Locals were busy with the Sisyphean task of clearing the beach from an attack of Sargasso weed brought by currents from — you guessed it — the Sargasso Sea. The noxious floating clumps of weed clog the beaches and suffocate sea life while rotting and stinking. Unfortunately, these infestations in the Caribbean are becoming a bigger and more frequent problem with climate change. Some island resorts are severely impacted now with loss of tourism. We did have our share this year at Playa Sonrisa, too, but Thor and I held our noses and waded through it to get into the clear water beyond the pileups. Then, when a big wind came, most of the weed got pushed down the coast. No one is sure how the problem will play out for coastal areas.
But life goes on for the local fishermen and the hungry pelicans waiting for their share.
The next day, we had time to kill before our flight home, so decided to check out the small native petting zoo, Croco Cun, and were happy we did so. Many of the animals have been rescued from dangerous situations, and the open-air enclosures recreate, as much as possible, natural settings for them. Our guide Andreas was quite knowledgeable and clearly committed to caring for these animals. Here, Thor gets a kiss from a parrot who greeted us in Spanish and English.
Next, we got to hold a small crocodile. I was relieved that Andreas secured the beast’s toothy grin with a rubber band, explaining that the croc’s muscles are very strong when biting down, but rather weak when opening the mouth.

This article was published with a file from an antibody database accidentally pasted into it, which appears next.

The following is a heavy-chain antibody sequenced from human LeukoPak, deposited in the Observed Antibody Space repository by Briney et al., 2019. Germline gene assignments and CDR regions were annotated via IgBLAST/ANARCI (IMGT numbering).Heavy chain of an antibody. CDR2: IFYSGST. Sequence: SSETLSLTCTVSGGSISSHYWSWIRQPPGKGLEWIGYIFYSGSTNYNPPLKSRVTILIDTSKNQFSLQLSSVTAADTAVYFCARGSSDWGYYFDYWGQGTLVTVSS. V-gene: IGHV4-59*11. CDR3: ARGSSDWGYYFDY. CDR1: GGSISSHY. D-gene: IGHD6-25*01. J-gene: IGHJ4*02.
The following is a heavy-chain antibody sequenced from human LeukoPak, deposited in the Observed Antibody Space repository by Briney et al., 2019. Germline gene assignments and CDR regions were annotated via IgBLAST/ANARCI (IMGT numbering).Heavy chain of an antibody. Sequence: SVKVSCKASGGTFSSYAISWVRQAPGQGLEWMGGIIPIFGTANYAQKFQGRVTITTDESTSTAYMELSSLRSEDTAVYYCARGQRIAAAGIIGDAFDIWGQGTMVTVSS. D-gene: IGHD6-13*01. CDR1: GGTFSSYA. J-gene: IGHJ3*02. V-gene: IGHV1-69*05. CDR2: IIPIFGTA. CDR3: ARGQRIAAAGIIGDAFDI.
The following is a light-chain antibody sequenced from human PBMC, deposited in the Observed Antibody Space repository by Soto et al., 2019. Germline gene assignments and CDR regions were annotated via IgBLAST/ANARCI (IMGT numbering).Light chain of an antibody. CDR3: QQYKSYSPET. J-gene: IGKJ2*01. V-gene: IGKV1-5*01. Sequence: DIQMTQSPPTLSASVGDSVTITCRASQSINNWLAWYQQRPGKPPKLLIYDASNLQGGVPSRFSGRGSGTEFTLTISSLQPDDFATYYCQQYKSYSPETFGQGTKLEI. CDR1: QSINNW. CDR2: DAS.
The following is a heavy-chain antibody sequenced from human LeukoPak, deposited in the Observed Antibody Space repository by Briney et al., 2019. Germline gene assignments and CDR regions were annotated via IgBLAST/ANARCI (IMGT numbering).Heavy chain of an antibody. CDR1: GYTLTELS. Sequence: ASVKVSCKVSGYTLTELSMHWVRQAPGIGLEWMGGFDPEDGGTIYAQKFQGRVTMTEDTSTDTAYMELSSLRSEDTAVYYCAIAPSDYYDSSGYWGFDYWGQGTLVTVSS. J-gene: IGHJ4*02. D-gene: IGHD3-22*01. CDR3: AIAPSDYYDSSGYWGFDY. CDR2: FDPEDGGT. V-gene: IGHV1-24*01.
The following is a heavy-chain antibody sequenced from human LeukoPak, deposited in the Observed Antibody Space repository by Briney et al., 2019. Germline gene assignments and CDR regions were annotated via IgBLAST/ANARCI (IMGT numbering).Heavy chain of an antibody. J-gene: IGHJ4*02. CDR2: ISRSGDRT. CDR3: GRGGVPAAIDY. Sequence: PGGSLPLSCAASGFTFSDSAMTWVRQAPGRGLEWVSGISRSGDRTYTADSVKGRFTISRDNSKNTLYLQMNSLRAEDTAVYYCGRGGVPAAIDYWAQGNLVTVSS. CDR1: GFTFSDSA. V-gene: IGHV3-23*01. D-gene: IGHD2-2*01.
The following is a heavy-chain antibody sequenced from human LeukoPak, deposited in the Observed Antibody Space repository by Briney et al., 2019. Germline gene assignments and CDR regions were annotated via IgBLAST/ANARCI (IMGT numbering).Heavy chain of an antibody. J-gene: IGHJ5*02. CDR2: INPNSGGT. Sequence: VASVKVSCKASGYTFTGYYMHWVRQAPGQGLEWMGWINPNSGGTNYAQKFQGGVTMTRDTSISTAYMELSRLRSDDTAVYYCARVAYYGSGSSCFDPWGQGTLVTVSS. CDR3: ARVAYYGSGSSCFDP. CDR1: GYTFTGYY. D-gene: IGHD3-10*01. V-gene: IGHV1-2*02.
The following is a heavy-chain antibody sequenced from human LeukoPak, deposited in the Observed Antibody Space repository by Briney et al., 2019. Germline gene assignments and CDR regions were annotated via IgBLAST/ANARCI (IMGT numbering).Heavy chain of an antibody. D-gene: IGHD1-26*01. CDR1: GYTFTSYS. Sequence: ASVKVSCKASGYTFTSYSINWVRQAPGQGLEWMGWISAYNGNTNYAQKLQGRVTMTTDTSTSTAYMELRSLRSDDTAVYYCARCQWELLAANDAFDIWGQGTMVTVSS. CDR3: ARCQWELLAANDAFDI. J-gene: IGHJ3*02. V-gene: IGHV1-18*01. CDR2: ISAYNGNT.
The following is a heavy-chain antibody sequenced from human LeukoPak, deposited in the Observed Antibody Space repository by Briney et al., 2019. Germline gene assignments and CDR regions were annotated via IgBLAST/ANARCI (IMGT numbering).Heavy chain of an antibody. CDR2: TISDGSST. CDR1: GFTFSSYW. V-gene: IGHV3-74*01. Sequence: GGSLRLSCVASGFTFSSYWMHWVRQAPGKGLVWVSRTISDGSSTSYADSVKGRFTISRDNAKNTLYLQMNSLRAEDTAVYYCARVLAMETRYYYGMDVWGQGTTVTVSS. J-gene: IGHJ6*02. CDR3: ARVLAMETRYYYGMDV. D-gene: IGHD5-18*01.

After viewing a “teenage” crocodile pileup….
…we got to walk through the open enclosure with the big guys. Apparently if you stay out of the water with the dominant croc, they won’t come after you. We decided not to linger.
Next came the snakes. This boa decided he liked the view from the top of my head.
Andreas told us that this large python could eat him, then wouldn’t need to eat again for a year. If he swallowed Thor, maybe that would last two years.
I hadn’t realized that these native Mexican dogs were regarded by the ancient Mayans as gods, and guides for the dead to the underworld. The genes making them hairless (though this napper has a mohawk) sometimes also inhibit the growth of bones, so that some are stillborn because of the lack of development.
The zoo is open-air, so wild spider monkeys come to visit and enjoy trays of snacks. We saw several, including mothers with their adorable babies.
Here’s a monkey video with YouTube link: https://www.youtube.com/watch?v=SaCfBmyhab0&feature=youtu.be
Finally we visited the native coatimundis, related to racoons, who have similar habits and can become quite the pests if they get used to raiding garbage cans or other human food. We have seen them rambling around the Playa Sonrisa jungle road, but the locals are careful to avoid encouraging them away from their normal wild habits.
This one seems content to enjoy a permanent vacation. “Hasta la vista.” See you next time when we return for our Caribbean getaway!
You will now find The Rambling Writer’s blog posts here every Saturday. Sara’s latest novel from Book View Cafe is available in print and ebook: The Ariadne Connection. It’s a near-future thriller set in the Greek islands. “Technology triggers a deadly new plague. Can a healer find the cure?” The novel has received the Cygnus Award for Speculative Fiction. Sara has recently returned from a research trip in Greece and is back at work on the sequel, The Ariadne Disconnect. Sign up for her quarterly email newsletter at www.sarastamey.com